Person("Bambi", 17))

  val (minors, majors) = persons.partition(_.age <= 18) 
  def main(args: Array[String]) = {
    println (minors.mkString(", "))
    println (majors.mkString(", "))

And now Java:

import java.util.ArrayList;
import java.util.Arrays;
import java.util.Iterator;
import java.util.List;

class Person {
    private final String name;
    private final int age;

    public Person(String name, int age) {
        super(); = name;
        this.age = age;

    public String getName() {
        return name;

    public int getAge() {
        return age;

    public boolean equals(Object other) {
        if (this == other) {
            return true;
        else if (other instanceof Person) {
            Person p = (Person) other;
            return name == null ? == null : name.equals(
                    && age == p.age;

        else {
            return false;

    public int hashCode() {
        int h = name == null ? 0 : name.hashCode();
        return 39*h + age;

    public String toString() {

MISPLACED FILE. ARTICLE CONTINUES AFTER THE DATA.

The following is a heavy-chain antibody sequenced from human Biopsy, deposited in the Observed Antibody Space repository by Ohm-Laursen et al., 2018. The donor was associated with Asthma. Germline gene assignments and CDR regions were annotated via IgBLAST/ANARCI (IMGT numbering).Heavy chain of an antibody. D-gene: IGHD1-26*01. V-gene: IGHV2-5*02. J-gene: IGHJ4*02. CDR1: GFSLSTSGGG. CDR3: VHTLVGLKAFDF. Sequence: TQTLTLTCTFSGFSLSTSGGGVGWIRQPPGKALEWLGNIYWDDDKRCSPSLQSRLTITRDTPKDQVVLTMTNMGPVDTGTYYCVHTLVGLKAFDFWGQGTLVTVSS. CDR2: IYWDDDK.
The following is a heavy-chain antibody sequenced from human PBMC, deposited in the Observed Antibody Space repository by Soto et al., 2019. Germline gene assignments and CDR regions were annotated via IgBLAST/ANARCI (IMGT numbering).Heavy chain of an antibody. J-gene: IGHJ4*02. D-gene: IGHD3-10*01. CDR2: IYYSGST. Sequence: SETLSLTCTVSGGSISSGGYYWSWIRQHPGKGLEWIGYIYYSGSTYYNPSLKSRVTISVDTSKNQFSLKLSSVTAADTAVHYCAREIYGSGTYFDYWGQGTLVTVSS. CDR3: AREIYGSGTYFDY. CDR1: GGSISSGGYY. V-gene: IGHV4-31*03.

return new StringBuilder("Person(")

public class JavaMain {

    private final static List<Person> persons = Arrays.asList(
        new Person("Boris", 40),
        new Person("Betty", 32),
        new Person("Bamby", 17));

    private static List<Person> minors = new ArrayList<Person>();
    private static List<Person> majors = new ArrayList<Person>();

    public static void main(String[] args) {
        partition(persons, minors, majors);
        System.out.println(mkString(minors, ","));
        System.out.println(mkString(majors, ","));

    private static void partition(List<? extends Person> persons,
            List<? super Person> minors, List<? super Person> majors) {

        for (Person p : persons) {
            if (p.getAge() <= 18) minors.add(p);
            else majors.add(p);

    private static <T> String mkString(List<T> list, String separator) {